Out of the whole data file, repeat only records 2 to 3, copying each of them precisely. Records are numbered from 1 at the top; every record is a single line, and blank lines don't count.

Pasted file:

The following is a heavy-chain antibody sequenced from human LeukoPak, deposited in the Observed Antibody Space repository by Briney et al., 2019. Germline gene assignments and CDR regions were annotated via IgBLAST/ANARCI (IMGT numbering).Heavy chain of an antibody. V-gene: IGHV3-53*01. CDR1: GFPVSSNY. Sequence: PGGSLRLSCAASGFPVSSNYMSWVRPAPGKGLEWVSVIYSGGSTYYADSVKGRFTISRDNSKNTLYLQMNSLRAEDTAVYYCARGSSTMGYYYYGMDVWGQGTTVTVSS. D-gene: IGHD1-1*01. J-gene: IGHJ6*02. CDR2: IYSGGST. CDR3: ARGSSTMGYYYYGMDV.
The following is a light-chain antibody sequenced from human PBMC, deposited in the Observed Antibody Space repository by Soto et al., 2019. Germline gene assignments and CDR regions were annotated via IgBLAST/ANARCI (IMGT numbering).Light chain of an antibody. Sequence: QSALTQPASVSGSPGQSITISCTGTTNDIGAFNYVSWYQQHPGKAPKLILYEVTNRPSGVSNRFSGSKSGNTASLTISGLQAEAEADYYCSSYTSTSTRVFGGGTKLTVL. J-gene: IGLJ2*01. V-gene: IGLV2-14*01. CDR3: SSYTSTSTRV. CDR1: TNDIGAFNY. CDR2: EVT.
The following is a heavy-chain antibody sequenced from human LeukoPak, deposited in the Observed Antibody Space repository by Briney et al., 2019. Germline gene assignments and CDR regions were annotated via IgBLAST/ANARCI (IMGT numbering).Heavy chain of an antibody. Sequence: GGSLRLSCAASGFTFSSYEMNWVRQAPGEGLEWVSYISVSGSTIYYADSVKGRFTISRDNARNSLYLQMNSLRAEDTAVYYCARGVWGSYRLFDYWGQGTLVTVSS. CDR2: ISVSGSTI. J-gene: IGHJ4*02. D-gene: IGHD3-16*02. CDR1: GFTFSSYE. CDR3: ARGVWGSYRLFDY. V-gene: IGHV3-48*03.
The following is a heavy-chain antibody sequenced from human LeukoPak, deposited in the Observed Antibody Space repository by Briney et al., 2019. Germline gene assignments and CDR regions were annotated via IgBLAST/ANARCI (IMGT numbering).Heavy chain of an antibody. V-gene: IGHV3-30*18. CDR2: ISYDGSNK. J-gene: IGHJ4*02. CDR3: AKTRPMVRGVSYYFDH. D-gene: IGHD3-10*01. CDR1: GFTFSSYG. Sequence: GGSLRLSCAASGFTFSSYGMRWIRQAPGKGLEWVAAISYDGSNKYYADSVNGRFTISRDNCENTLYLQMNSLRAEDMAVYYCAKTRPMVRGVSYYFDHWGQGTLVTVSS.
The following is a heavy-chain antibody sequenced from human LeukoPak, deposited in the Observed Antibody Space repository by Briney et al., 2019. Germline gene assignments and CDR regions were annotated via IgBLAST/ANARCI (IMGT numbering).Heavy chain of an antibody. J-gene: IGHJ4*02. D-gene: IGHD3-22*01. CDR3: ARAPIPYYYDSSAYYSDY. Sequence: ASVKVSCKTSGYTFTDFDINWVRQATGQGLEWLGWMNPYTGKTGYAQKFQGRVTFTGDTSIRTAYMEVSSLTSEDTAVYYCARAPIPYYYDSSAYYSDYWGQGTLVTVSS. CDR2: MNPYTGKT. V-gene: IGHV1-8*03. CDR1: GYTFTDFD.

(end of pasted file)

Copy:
The following is a light-chain antibody sequenced from human PBMC, deposited in the Observed Antibody Space repository by Soto et al., 2019. Germline gene assignments and CDR regions were annotated via IgBLAST/ANARCI (IMGT numbering).Light chain of an antibody. Sequence: QSALTQPASVSGSPGQSITISCTGTTNDIGAFNYVSWYQQHPGKAPKLILYEVTNRPSGVSNRFSGSKSGNTASLTISGLQAEAEADYYCSSYTSTSTRVFGGGTKLTVL. J-gene: IGLJ2*01. V-gene: IGLV2-14*01. CDR3: SSYTSTSTRV. CDR1: TNDIGAFNY. CDR2: EVT.
The following is a heavy-chain antibody sequenced from human LeukoPak, deposited in the Observed Antibody Space repository by Briney et al., 2019. Germline gene assignments and CDR regions were annotated via IgBLAST/ANARCI (IMGT numbering).Heavy chain of an antibody. Sequence: GGSLRLSCAASGFTFSSYEMNWVRQAPGEGLEWVSYISVSGSTIYYADSVKGRFTISRDNARNSLYLQMNSLRAEDTAVYYCARGVWGSYRLFDYWGQGTLVTVSS. CDR2: ISVSGSTI. J-gene: IGHJ4*02. D-gene: IGHD3-16*02. CDR1: GFTFSSYE. CDR3: ARGVWGSYRLFDY. V-gene: IGHV3-48*03.